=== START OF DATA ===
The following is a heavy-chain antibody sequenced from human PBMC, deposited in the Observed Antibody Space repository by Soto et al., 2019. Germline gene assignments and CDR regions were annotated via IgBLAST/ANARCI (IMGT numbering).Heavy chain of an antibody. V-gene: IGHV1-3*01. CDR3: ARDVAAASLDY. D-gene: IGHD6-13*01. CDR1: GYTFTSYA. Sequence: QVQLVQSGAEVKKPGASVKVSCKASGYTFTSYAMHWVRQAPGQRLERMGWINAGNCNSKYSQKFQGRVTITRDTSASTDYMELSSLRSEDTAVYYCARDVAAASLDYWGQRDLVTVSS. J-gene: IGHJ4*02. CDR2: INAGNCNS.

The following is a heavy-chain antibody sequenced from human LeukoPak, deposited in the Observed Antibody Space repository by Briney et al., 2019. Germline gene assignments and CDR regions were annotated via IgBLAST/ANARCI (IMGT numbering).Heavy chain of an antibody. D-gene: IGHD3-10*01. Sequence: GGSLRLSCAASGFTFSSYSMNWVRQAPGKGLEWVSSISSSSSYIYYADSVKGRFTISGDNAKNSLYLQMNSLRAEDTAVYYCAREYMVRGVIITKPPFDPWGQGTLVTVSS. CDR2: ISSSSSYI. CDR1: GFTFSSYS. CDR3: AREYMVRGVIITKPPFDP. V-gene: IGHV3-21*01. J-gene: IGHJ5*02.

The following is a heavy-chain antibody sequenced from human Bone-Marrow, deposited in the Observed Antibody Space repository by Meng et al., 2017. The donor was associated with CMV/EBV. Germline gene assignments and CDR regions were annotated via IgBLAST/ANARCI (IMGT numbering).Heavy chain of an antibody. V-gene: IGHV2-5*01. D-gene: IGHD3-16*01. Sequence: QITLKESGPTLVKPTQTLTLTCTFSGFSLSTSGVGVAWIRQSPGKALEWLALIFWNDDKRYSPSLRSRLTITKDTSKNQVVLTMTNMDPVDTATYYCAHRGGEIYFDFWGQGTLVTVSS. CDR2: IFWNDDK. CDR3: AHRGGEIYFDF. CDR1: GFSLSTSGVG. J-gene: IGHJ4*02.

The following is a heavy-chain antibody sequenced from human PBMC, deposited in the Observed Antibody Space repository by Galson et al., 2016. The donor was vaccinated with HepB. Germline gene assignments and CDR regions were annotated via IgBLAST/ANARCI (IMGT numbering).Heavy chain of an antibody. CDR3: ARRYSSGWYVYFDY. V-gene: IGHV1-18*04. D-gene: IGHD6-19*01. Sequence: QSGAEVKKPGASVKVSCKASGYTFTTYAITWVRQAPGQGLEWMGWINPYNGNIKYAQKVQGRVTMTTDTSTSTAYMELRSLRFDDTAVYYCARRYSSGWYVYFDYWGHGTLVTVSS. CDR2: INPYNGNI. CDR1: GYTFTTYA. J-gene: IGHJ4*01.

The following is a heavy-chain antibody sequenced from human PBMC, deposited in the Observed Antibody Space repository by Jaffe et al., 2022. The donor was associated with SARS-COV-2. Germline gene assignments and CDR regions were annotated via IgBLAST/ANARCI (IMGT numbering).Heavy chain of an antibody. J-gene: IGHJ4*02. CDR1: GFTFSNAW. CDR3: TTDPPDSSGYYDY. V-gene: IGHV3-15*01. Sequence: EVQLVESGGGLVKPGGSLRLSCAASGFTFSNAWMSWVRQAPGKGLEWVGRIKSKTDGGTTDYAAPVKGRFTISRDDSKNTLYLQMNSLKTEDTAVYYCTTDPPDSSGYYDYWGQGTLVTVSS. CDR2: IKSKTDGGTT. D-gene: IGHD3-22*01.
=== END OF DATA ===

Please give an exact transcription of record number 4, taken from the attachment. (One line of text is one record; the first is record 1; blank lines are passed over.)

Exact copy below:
The following is a heavy-chain antibody sequenced from human PBMC, deposited in the Observed Antibody Space repository by Galson et al., 2016. The donor was vaccinated with HepB. Germline gene assignments and CDR regions were annotated via IgBLAST/ANARCI (IMGT numbering).Heavy chain of an antibody. CDR3: ARRYSSGWYVYFDY. V-gene: IGHV1-18*04. D-gene: IGHD6-19*01. Sequence: QSGAEVKKPGASVKVSCKASGYTFTTYAITWVRQAPGQGLEWMGWINPYNGNIKYAQKVQGRVTMTTDTSTSTAYMELRSLRFDDTAVYYCARRYSSGWYVYFDYWGHGTLVTVSS. CDR2: INPYNGNI. CDR1: GYTFTTYA. J-gene: IGHJ4*01.